France holds an annual ice racing championship at the end of each year, called the Andros Trophy.

Other types of auto racing (Stock car racing, Drag racing, etc.) are more favoured.


There were 470,590 licensed handball players in France as of 2012.[3]

The France national handball team is the current double reigning Olympic Champion and European champion. The team also won the World Championships in 1995, 2001, 2009, 2011 and 2015, and the European Championships in 2006, 2010 and 2014. Men's national professional competitions are supervised by the Ligue nationale de handball with the top division being the Championnat de France de handball. Montpellier Agglomération Handball is the most successful team in French first division history with 13 titles from 1995 to 2011. The team is also the only French team to have won the EHF Champions League in 2003.

The France women's national handball team won the 2003 World Women's Handball Championship.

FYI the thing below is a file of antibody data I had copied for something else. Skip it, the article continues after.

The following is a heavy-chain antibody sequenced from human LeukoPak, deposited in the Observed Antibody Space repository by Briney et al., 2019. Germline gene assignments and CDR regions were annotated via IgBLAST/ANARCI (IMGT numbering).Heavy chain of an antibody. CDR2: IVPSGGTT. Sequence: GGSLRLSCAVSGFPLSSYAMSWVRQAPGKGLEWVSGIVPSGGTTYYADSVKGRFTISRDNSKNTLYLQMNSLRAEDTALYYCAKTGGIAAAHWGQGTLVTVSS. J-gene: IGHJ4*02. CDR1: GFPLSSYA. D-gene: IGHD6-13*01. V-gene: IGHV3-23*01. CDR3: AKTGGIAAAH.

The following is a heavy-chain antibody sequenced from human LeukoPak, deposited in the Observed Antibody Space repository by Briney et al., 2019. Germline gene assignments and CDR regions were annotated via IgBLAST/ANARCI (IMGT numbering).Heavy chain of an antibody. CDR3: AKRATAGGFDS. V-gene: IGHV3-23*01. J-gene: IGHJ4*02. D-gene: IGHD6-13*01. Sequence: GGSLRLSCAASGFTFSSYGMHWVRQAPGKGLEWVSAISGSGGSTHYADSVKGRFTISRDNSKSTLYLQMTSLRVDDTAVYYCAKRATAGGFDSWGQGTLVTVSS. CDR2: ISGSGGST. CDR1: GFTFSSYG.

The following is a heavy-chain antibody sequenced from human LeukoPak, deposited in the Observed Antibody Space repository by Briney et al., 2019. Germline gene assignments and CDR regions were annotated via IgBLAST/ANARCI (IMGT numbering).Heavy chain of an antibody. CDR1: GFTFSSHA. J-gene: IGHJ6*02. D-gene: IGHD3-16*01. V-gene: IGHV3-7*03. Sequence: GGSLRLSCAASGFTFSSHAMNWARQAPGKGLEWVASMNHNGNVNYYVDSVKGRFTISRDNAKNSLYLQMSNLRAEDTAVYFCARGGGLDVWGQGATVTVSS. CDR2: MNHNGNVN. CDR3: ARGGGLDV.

Women's main national professional competition is the Championnat de France de handball féminin. Metz Handball is the most successful team in French first division history with 17 titles from 1989 to 2011. No French team has reached the semi-finals at the EHF Women's Champions League so far.


Judo is the fourth most popular sport in France.

Ice hockey

Ice hockey is a fairly popular sport in France, especially in the Rhône-Alpes region and in the cities of Rouen, Amiens and Tours. The governing body is the FFHG which administers the national championship, Ligue Magnus (founded in 1907). The national team is currently ranked in the top 20 in the IIHF World Ranking. In recent years, numerous French ice hockey players have played in the NHL, the premier ice hockey competition on the planet based in the United States and Canada, including Stanley Cup winner Cristobal Huet and Dallas Stars forward Antoine Roussel.